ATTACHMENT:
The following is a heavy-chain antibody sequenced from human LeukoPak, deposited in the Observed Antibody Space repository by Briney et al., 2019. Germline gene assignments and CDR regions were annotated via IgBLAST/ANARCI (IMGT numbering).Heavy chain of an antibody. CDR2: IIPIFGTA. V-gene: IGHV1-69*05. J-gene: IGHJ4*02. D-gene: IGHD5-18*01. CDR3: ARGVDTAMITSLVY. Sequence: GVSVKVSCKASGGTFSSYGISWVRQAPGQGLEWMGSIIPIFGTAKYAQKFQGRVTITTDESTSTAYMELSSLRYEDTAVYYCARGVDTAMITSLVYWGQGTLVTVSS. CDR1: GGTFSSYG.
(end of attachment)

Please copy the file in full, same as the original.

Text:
The following is a heavy-chain antibody sequenced from human LeukoPak, deposited in the Observed Antibody Space repository by Briney et al., 2019. Germline gene assignments and CDR regions were annotated via IgBLAST/ANARCI (IMGT numbering).Heavy chain of an antibody. CDR2: IIPIFGTA. V-gene: IGHV1-69*05. J-gene: IGHJ4*02. D-gene: IGHD5-18*01. CDR3: ARGVDTAMITSLVY. Sequence: GVSVKVSCKASGGTFSSYGISWVRQAPGQGLEWMGSIIPIFGTAKYAQKFQGRVTITTDESTSTAYMELSSLRYEDTAVYYCARGVDTAMITSLVYWGQGTLVTVSS. CDR1: GGTFSSYG.